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Alex Chartier

Alex Chartier

SSI fellow

University of Bath

My Interests

My interests are the physics of the Earth's upper atmosphere, especially the ionosphere, data assimilation and forecasting. The fields of tomography, modelling and sustainable software development are key to delivering my research objectives.

My research

My research goal is to produce ionospheric forecasts to mitigate effects on human activities, such as satellite positioning, transpolar aviation and power systems. I am a student at the University of Bath, sponsored by the Met Office and registered with the Systems Centre. My work is funded by the EPSRC.

In my research to date, I have adapted the University of Bath's ionospheric imaging software to accept a new observation type. This greatly improves the vertical resolution of the ionospheric images produced, allowing scientists to study the physical processes in the equatorial ionosphere. I have also adapted the imaging software to include a model state estimate when solving for the 'best guess' of current conditions. This is a necessary step in the production of forecasts.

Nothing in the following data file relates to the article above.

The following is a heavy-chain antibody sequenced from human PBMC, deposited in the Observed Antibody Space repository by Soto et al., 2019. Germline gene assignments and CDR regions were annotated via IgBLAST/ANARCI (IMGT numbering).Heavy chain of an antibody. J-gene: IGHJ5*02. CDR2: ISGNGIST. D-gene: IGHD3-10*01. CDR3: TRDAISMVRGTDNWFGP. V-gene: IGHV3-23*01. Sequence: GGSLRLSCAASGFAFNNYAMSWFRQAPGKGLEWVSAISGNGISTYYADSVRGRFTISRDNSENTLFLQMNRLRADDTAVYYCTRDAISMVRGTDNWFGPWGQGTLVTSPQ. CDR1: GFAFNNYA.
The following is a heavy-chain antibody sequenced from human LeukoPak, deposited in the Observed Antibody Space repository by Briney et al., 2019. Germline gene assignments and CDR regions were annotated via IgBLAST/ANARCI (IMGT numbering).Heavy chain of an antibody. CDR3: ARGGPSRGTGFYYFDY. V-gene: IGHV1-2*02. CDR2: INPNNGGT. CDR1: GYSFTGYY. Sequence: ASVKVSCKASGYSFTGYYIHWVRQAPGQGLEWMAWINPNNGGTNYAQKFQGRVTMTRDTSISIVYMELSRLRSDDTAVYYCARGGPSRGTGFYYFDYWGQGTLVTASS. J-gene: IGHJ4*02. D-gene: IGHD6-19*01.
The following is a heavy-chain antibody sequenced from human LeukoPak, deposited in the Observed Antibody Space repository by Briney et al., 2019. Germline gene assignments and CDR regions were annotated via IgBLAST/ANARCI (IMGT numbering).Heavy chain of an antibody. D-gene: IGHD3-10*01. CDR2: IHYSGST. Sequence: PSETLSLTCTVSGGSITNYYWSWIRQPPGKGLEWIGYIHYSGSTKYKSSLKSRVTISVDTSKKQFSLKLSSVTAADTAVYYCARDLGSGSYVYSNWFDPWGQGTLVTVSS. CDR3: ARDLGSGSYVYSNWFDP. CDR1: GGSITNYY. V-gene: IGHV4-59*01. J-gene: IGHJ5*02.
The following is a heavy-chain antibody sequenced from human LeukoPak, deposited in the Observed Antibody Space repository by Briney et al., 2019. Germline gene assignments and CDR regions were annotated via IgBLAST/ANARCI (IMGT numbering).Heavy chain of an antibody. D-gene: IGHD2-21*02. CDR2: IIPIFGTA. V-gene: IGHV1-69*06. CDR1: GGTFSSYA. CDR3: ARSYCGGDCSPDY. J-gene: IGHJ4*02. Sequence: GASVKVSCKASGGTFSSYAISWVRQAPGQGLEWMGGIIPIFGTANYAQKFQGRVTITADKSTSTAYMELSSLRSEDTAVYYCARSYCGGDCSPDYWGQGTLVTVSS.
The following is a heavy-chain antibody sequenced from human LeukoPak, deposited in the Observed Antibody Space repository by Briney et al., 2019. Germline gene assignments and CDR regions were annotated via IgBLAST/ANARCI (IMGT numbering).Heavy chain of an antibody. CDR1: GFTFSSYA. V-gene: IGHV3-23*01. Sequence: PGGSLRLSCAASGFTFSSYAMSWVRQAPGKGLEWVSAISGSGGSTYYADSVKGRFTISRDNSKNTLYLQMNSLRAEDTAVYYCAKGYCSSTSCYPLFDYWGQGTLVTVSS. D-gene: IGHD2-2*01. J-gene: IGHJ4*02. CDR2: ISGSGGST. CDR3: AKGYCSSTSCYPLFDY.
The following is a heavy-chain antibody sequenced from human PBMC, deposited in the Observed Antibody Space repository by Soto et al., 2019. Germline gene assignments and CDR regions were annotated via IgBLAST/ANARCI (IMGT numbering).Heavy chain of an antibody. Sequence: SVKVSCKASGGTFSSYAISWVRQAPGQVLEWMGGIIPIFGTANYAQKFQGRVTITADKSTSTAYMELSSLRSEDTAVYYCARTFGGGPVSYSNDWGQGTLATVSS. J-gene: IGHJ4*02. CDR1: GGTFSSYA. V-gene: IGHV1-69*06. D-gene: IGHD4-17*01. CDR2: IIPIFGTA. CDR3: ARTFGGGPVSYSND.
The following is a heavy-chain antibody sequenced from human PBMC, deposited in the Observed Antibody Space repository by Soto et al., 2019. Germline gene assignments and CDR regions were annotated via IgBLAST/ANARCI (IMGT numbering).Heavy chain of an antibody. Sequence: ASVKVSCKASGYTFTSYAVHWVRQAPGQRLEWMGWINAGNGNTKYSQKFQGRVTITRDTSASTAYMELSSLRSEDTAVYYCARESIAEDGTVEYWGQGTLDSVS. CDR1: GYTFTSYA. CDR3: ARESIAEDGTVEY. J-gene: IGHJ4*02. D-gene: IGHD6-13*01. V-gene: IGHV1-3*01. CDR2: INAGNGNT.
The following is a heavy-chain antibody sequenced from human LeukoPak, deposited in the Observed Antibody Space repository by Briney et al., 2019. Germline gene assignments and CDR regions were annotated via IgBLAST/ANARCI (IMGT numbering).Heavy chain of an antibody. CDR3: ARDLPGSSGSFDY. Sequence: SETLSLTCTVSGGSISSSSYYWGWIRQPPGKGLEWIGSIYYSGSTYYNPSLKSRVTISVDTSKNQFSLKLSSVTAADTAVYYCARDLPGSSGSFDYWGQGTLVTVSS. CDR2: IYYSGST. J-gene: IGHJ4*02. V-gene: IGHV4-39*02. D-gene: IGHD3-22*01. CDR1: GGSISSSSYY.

I have recently begun a collaboration with scientists from the USA, from the Space Weather Prediction Centre (SWPC) and the National Center for Atmospheric Research (NCAR). These organisations share the objectives of the Met Office: to produce forecasts of the upper atmosphere. My collaborators have a generic data assimilation scheme, which produces 'best guesses' of model states with any atmospheric model and observations. Their work in the upper atmosphere is at an early stage, but they have high performance computing facilities and code that will allow me to take my work to the next level. To date, we have incorporated observations from the University of Bath's imaging software into the US assimilation scheme and run experiments with simulated observations at the location of the real observations. Future work will run the scheme with real observations. A simulation study will determine which model fields are most important to the progression of the ionosphere into the future.

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